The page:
The neglect of downtown merchants continues.
Positive experience at an urgent care centre
There are so many negative reports of experiences at urgent care centres, so I feel compelled to report a positive experience I had at the St. Anthony Urgent Care Centre on Thursday.
I had a fall close to the Juan de Fuca Recreation Centre. After expert attention from the first aid team there, I still had a severe nosebleed among other more minor symptoms.
A friend drove me to the St. Anthony Urgent Care Centre on Goldstream. I received immediate attention on arrival. The care I received from the triage nurse and doctor was first rate.
Many thanks to all.
Questioning how the city allocates asphalt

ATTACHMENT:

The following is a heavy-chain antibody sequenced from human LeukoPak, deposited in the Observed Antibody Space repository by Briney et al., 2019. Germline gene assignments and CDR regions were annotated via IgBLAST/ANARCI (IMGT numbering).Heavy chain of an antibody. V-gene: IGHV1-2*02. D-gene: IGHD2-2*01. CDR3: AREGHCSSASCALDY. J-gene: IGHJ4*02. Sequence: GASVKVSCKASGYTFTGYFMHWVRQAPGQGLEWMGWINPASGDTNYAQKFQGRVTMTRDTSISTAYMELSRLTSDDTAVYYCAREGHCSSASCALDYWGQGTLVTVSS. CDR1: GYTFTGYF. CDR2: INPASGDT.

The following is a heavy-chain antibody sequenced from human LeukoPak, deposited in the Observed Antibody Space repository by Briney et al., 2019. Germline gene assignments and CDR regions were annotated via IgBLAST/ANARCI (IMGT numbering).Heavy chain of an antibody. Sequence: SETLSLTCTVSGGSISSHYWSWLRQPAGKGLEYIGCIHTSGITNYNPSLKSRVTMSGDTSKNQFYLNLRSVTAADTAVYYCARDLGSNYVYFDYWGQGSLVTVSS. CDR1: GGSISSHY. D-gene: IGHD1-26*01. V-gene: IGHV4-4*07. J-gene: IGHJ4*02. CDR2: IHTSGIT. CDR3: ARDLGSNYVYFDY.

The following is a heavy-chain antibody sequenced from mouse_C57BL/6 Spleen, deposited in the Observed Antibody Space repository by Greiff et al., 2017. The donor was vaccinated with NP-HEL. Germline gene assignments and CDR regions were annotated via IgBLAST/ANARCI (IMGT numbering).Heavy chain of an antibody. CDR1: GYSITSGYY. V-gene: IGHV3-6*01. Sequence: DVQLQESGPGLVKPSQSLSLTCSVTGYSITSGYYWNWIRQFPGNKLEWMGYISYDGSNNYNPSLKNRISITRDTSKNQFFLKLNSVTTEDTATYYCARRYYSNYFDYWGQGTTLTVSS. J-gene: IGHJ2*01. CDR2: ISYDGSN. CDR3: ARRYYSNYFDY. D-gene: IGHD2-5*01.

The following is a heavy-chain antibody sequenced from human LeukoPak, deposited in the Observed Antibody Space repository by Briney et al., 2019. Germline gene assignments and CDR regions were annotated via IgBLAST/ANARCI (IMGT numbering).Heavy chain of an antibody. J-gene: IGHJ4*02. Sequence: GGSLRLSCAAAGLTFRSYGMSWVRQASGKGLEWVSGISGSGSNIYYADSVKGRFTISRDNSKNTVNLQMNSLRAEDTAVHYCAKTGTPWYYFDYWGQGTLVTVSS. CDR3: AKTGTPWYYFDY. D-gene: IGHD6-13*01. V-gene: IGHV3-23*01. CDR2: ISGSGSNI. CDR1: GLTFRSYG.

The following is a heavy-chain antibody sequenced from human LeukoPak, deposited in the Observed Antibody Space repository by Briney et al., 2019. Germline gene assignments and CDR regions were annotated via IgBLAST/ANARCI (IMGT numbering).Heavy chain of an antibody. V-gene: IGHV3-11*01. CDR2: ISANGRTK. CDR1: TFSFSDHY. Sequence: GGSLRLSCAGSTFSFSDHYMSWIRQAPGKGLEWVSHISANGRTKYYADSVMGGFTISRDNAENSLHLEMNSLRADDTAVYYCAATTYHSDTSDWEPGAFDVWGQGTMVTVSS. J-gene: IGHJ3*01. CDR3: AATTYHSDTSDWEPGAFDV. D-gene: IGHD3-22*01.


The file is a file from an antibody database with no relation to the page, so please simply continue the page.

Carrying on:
Can anyone tell me why the City of Victoria always has enough asphalt for speed bumps but never enough to fill potholes?
Housing headline was not accurate
Re: “Fewer people own homes than a decade ago: Statistics Canada,” Sept. 22.
Your story on housing claims a new StatCan report shows fewer Canadians own homes than a decade ago. What it actually states is that a smaller proportion of Canadian households own homes.
The report states “In 2021, 10.0 million households in Canada owned their home, which is more than at any point in the country’s history.”
A special thanks to two who helped
Last month l fell at Granite and Hampshire. Many people rushed to my aid.
Two of them were first-aid workers who were attending an outdoor art exhibition at the public library garden.
I was able to sit up, but bleeding profusely from a head wound. These two ladies were marvellous. One sat behind me with her knees propped up so I could lean back; she texted my wife with information and phoned for an ambulance.
The other one stemmed the bleeding and bandaged my head. I was lucky to have such prompt help and would like to thank them. I made a full recovery.
The name of one was Janet but I missed the name of the other. I am 90 years old and very grateful.